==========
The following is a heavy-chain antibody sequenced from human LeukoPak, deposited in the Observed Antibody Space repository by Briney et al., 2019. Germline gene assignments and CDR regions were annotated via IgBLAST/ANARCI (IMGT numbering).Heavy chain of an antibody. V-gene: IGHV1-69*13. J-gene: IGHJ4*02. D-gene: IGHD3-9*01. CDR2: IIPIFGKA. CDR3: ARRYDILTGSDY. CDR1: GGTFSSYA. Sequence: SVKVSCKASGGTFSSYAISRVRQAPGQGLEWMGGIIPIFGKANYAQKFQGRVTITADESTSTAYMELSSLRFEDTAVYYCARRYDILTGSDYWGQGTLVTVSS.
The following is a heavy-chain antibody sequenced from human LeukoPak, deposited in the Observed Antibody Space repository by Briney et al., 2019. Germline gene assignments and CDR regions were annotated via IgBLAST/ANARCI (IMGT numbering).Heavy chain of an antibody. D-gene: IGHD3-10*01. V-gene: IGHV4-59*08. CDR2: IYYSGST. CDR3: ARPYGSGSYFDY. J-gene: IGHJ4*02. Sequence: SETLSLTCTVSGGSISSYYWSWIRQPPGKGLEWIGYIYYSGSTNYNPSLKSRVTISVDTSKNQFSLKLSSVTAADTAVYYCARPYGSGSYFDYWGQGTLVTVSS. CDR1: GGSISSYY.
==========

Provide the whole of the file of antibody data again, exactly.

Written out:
The following is a heavy-chain antibody sequenced from human LeukoPak, deposited in the Observed Antibody Space repository by Briney et al., 2019. Germline gene assignments and CDR regions were annotated via IgBLAST/ANARCI (IMGT numbering).Heavy chain of an antibody. V-gene: IGHV1-69*13. J-gene: IGHJ4*02. D-gene: IGHD3-9*01. CDR2: IIPIFGKA. CDR3: ARRYDILTGSDY. CDR1: GGTFSSYA. Sequence: SVKVSCKASGGTFSSYAISRVRQAPGQGLEWMGGIIPIFGKANYAQKFQGRVTITADESTSTAYMELSSLRFEDTAVYYCARRYDILTGSDYWGQGTLVTVSS.
The following is a heavy-chain antibody sequenced from human LeukoPak, deposited in the Observed Antibody Space repository by Briney et al., 2019. Germline gene assignments and CDR regions were annotated via IgBLAST/ANARCI (IMGT numbering).Heavy chain of an antibody. D-gene: IGHD3-10*01. V-gene: IGHV4-59*08. CDR2: IYYSGST. CDR3: ARPYGSGSYFDY. J-gene: IGHJ4*02. Sequence: SETLSLTCTVSGGSISSYYWSWIRQPPGKGLEWIGYIYYSGSTNYNPSLKSRVTISVDTSKNQFSLKLSSVTAADTAVYYCARPYGSGSYFDYWGQGTLVTVSS. CDR1: GGSISSYY.